'Sherlock' Just Schooled Us On The Value Of 'Emotional Context'

In Season 4, deductions alone don’t cut it.
Masterpiece / PBS

Warning: “Sherlock” spoilers ahead, duh.

Shrewd, deliberate, unsentimental. These are, apparently, the qualities we value in a fictional detective, as evidenced by the fan communities devoted to Sherlock Holmes, which seem only ever to be growing.

Clear-eyed, but not full-hearted, Holmes is the antithesis of all things post-truth, which might be why his stories are still celebrated today in spite of being over a century old. There’s an appetite for blunt, truth-telling iconoclasm.

But in the BBC’s adaptation of the detective stories, another factor is at play. Over the course of the series’ four seasons, Sherlock has grown from charmingly priggish and work-obsessed into someone who actually cares about the people he surrounds himself with, a relatable human with a superhuman mind.

And last week, his character arc culminated in an episode that trumpeted the value of “emotional context” as an important component of crime-solving, a complement to fact collecting.

Fans of the detective will tell you that his character, at least as played by Benedict Cumberbatch, is gifted with a rare ability to suspend emotional value judgments in favor of clear-headed, objective deductions. When a desperate man or woman walks into his office at 221B Baker Street, he isn’t inclined to turn his nose up based on outward appearance; rather, he takes in information as a computer might, storing and analyzing without bias.

This trait led to seasons’ worth of impressive crime-solving, and scene after scene of Cumberbatch rattling off his deductions at a clip, wowing viewers, police officers, and his eventual sidekick, John Watson (Martin Freeman). A watch, a stain, a suntan ― anything was ripe for analysis. A man’s faded forearm tattoo clued him into precisely when the man became single, and whether the man still harbored feelings for his ex (he didn’t; if he was truly still heartbroken, he’d have finished getting the tattoo removed).

By the third season, the fast-paced crime-solving began to feel at its best like a parlor trick and at its worst like a mansplain-y attempt to claim that feeling individuals are less-than. It’s a tricky problem for a series that was founded on adventure, not character development. How can Sherlock Holmes be made as complex and interesting as the cases he cracks? For creators Steven Moffatt and Mark Gattis, the answer was simple: make him learn to feel.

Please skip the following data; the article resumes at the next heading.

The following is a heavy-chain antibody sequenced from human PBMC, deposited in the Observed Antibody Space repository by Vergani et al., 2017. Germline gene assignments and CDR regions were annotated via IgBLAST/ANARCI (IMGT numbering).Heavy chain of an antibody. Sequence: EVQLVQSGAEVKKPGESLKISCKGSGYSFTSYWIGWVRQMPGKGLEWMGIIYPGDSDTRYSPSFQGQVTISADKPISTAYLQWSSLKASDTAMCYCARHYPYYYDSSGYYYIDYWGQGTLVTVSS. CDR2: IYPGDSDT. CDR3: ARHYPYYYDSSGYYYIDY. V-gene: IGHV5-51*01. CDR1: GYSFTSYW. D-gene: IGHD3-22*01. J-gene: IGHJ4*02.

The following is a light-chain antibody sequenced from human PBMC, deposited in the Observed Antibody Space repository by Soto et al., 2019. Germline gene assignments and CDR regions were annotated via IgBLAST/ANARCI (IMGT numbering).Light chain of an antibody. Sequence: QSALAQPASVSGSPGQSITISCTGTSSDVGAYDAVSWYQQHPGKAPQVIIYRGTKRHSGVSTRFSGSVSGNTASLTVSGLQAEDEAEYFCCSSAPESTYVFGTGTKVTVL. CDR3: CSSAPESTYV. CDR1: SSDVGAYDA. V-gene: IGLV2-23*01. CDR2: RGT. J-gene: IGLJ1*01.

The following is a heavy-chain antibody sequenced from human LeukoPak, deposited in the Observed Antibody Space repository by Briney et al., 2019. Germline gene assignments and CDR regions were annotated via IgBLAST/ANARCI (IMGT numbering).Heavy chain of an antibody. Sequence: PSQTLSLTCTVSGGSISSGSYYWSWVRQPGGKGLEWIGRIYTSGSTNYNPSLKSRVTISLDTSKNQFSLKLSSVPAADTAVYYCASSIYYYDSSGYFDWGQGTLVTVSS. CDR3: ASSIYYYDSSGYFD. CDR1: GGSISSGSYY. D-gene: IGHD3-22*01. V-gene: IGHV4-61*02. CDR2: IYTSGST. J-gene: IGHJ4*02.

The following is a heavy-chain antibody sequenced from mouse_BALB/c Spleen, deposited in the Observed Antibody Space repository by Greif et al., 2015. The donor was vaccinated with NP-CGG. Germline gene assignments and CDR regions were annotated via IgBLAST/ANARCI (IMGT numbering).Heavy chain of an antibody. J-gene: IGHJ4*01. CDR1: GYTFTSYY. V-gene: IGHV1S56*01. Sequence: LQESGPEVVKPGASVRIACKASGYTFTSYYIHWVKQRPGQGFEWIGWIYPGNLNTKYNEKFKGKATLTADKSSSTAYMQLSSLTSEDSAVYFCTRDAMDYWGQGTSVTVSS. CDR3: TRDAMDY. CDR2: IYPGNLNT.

The series had been leading up to this. Over and over, Sherlock takes John, Mrs. Hudson and Molly Hooper for granted, the joke being that his personal insights are completely lacking. In Season 4, the fault becomes more than a farce; it gets in the way of the duo’s work, too.

In “The Six Thatchers,” Watson’s wife, Mary, sacrifices her life for the sake of Sherlock’s, a move that leaves Watson bitter and avoidant toward his closest friend. In “The Lying Detective,” Sherlock pays it forward by giving himself over to a serial killer, putting his own life danger in order to will John out of his malaise. The key to solving the crime, then, is John’s realization that his friend’s concern for his well-being supersedes a selfish want for crime-solving thrills.

In “The Final Problem” ― an episode that, if the rumors are true, may be the last of the BBC series, or at least the last for a while ― emotional calculations prove to be as valuable as intellectual ones. We’ve learned at the close of the previous episode that Sherlock and Mycroft have a sister named Eurus (which means “the East Wind”) who’s cleverer than them both and doubly dangerous, too. Due to childhood violence and arson, she’s kept in a high-security prison. But, due to gifts bequeathed from Mycroft, including five minutes spent unsupervised with villain Moriarty, she takes over the entire facility, trapping the two brothers and Watson there for a series of tests.

It becomes clear halfway through the episode that Eurus ― a sociopathic character who argues that closely followed personal mores are inherently selfish ― intends to make Sherlock kill either his brother or his best friend, using a gun with a single bullet. Unwilling to engage with such a cruel game, he angles the gun towards himself and counts down, demanding that Eurus ― who’s communicating with them via video ― set them free. And she does; his selflessness and ability to read the true intent underlying her words gets him out of hot water. And, his ability to empathize with Eurus’ perspective, as a woman who’s been locked up since childhood, winds up being central to the case.

Had Sherlock stuck with his usual deductive process, Watson might’ve died. So, the show runners make their opinion clear: objective reasoning matters, but so does emotional context. And for all the series’ problems, it managed to use that message to construct an interesting character arc for a hero that’s been written and re-written into the ground.

In an interview with Vulture, Moffat said, “It would be the final stage of Sherlock learning to place some faith in his ability to make human connections. Obviously, the story of our series has been about Sherlock finding his way into that, starting to understand that all these things are not worthless, there are strengths to be gained from them.”

Is emotional context post-truth? Of course not. It’s a means of making the truth of facts more rigorous still, by considering not just numbers, but individuals; not just cause, but potential effect; not just what has happened, but what could.

You can be highbrow. You can be lowbrow. But can you ever just be brow? Welcome to Middlebrow, a weekly examination of pop culture. Sign up to receive it in your inbox weekly.

Follow Maddie Crum on Twitter: @maddiecrum

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